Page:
Some weeks ago different media reported about the opinion declared by Stephen Hawking, Elon Musk and Bill Gates about the apocalyptic future artificial intelligence might bring us, in which Humanity could be dominated by the machine. Before that terrible day arrives, we can use technology able to resemble human capacities to improve some industrial practices.

One of those technologies allows machines to discover by themselves the different states an industrial process features. Imagine a computer repeatedly fed with values generated by the sensors installed in an industrial process. Non-supervised machine learning techniques make possible the computer finds out the sensor data belong to, let’s say, three classes and moreover it characterises the classes. What the computer could not do is to name the classes, unless a human operator provides it a clue. That is what the operator does when he examines the computer outcome and assigns the names starting, stopping and running, just to follow the example. But in spite of this limitation, the non-supervised machine learning can be successfully used to detect faults or malfunctions that have never been observed in the past. This is what CARTIF did in the hydroelectric sets of a hydroelectric power station.

Hydroelectric sets are at the heart of hydroelectric power stations. Its role is to transform the energy stored in the mass of water retained by a dam into electric power. Each set is monitored and hundreds of variables are registered: electric current and voltage, temperature measured in the mechanical elements, in the refrigeration and water streams used for refrigeration, flows of water and air, etc. In our case, we have the values recorded along two years during which no fault was detected, and so we had not information about the possible faults. The challenge was to design an algorithm able to detect faults.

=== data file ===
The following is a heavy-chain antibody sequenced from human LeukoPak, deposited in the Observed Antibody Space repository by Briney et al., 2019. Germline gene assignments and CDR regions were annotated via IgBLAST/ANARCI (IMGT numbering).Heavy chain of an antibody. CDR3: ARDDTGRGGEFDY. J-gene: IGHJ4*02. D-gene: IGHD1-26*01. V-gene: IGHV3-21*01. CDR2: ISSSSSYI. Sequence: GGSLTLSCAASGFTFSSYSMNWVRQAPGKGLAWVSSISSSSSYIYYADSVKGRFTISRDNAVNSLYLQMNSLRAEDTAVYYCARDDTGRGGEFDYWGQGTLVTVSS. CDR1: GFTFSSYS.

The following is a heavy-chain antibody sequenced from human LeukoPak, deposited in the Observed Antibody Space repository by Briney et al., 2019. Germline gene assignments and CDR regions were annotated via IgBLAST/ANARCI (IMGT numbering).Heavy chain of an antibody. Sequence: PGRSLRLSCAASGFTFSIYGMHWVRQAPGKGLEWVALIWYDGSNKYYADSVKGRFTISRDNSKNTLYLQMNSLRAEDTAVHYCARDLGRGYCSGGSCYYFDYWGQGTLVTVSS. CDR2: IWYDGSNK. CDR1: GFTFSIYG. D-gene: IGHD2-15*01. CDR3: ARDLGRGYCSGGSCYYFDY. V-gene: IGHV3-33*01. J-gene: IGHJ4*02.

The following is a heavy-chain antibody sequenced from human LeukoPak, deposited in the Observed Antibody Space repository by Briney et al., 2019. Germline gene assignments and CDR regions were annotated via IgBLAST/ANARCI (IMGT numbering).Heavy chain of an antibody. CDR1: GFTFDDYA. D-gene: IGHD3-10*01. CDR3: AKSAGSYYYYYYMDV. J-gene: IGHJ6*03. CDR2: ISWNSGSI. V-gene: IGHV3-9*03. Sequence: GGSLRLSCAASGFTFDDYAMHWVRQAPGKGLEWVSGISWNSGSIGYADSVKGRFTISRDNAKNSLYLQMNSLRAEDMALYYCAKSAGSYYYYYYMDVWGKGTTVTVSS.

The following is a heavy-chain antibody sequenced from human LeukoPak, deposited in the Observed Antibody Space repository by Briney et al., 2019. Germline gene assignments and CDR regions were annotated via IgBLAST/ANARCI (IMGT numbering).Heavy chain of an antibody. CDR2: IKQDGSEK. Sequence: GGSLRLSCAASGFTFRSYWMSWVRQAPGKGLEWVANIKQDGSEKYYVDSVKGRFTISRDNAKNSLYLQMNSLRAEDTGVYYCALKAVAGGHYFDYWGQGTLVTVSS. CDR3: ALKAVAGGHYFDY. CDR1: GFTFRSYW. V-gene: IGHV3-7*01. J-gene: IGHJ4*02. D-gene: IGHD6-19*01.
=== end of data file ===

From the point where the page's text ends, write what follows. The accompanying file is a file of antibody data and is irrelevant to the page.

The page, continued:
The solution developed by CARTIF is based on the SOM (Self-Organising Map) neural network, which is capable of non-supervised learning. The network was fed with all the available data and she was able by herself of discovering the possible states the hydroelectric set could present. The network labels the states in an arbitrary way and to give the correct names a human operator has to collaborate. However, this is not required to detect faults. Since the data used for training represent all the possible non-faulty states, any network input that does not fully fit with those states corresponds to a fault.

This case can be easily identified by checking the similarity between the sensors signals and the prototypes stored by the neural network. When this similarity is too low, it indicates a fault is occurring.

During testing stage, the algorithm implemented by CARTIF was able to detect an overheating twenty minutes before the plant supervision system raised an alarm. It is important to note that our system used already available sensors and no new ones were required.

So, while we wait for the day machines will rule over us, we may use them to implement intelligent algorithms to improve industrial process supervision with no need for high investments.

Sergio Saludes Rodil
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